Last, but not least – consider switching to an eco-friendly laundry detergent, such as Eco-Strips. As we’ll dig into below, there could be more than just chemicals lurking in the sparkly liquids. 

2. Avoid Microbeads


Let’s back up quickly – microbeads are a kind of microplastic found in cosmetic products like scrubs, soaps, and even some toothpastes, because of how efficient they are at exfoliating. Who doesn’t want smooth skin and shiny teeth, right? 

Well, at less than 1 millimeter in diameter, these particles are really tiny – and the products that contain them, containa lot. Studies have found that a single shower can release up to 100 000 microbeads (gulp), and yes – like other microplastics, they flush right into our seas.

The U.S banned the production and sales of plastic microbeads all the way back in 2015 (yay!), along with a bunch of other countries, such as the U.K, the Netherlands, and Australia. Sadly, it’s recently become clear that many companies still use them – while hiding behind greenwashed marketing.

Besides – most countries around the world still have no bans in place. And so with online shopping stretching far beyond national borders, you could easily come across a product or two containing the tiny pollutants and never know. 

The only way to know for sure that you’re avoiding microbeads is to look at a product’s ingredients. To make this easy, Beat The Microbead has a fantastic list of ingredients to watch out for on their website. Even better, their mobile app can scan ingredient lists for you, letting you know which products to stay away from in seconds.

3. Ditch the Wheels

We all know that the car is one of the main ways you can cut down your carbon footprint. But did you know that tires also make up one of the biggest microplastic pollutants? The heavy friction on tires causes tiny bits of plastic to break off, and travel into lakes and rivers with the rain.

Many of us rely upon our cars, and seeking other transportation methods isn’t always possible. But making the effort to walk or take the train where you can is a great way to reduce your plastic footprint – doing your best is what counts. 

And when you do drive, eco-driving techniques and avoiding sudden, harsh breaks can help to minimize the wear on your tires. 

4. Reduce Single-Use Plastic

Yup – you knew this was coming. But over 50% of all plastic produced worldwide is single-use, and coincidentally, about 50% of the plastic in the ocean is also single-use. Ripped and discarded within seconds, never to be seen again – but left to drift the planet for hundreds of years. 

Many of us have already come a long way on this one, which is fantastic. But if you’re wanting to cut back on single-use plastic even more, start by reflecting on your habits. There’s no point in buying reusables that you don’t need – so, what kind of single-use plastic do you actually use?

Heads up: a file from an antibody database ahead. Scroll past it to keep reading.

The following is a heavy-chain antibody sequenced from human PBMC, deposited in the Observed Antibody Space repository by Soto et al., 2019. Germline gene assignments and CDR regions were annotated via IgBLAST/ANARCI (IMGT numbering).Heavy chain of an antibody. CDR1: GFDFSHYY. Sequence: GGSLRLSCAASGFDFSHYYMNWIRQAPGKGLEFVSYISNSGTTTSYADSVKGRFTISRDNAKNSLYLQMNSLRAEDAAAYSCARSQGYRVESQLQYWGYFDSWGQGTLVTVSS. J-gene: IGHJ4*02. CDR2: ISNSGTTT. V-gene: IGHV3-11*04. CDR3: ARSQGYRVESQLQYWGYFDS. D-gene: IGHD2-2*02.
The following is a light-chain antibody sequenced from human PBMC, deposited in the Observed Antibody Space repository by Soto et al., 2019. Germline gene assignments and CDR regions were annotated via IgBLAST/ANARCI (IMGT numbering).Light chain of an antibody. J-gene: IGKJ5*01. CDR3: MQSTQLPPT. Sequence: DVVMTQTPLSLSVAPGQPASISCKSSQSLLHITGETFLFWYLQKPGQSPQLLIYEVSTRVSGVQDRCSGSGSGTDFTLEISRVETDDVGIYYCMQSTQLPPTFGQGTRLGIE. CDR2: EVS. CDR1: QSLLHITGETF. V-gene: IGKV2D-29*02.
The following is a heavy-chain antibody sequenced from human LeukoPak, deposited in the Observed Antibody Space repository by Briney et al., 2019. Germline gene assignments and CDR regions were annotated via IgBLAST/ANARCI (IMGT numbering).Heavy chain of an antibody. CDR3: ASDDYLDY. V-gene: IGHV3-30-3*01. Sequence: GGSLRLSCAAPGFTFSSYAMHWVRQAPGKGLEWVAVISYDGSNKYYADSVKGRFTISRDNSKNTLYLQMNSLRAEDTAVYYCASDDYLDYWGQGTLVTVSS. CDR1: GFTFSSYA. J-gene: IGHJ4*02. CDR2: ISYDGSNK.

“About 50% of the plastic in the ocean is single-use plastic.”

Is it that snack bar you simply have to buy because you’re so hungry you can’t see straight? Or the plastic bags at the grocery store, because you keep forgetting your reusable ones? Think about how you can fix those specific issues. 

And if you’re looking for reusables that last, we have a range of them in our shop to get you started.

5. Recycle and Buy Recycled

One major problem with oceanic plastic pollution is that not nearly enough gets recycled. In fact, only about 9% of the plastic produced is put into recycling bins.

So, what happens to the remaining 91%? It ends up in the oceans or sits in landfills, where they slowly break down into – you guessed it – microplastics.

But even more concerning, is that just roughly a third of those 9% actually gets recycled. This is due to a range of issues – one of them being that there isn’t enough return on investment for using recycled materials, and so the process comes to a stand-still.  

This is where we can make a difference, by buying products that contain recycled materials over those that don’t. Boosting the demand for recycled products can help to kickstart the recycling industry, and reduce the amount of new plastic produced. 

And of course – recycling our own trash so it doesn’t end up in the ocean. 

And there you are! Five actionable and easy ways you can reduce your plastic footprint, and help to keep plastic out of our seas. Did any of these facts surprise you? Please share your thoughts in the comments below!

Psst… Itching to learn more about the oceans? Check out our blog on abandoned fishing nets next.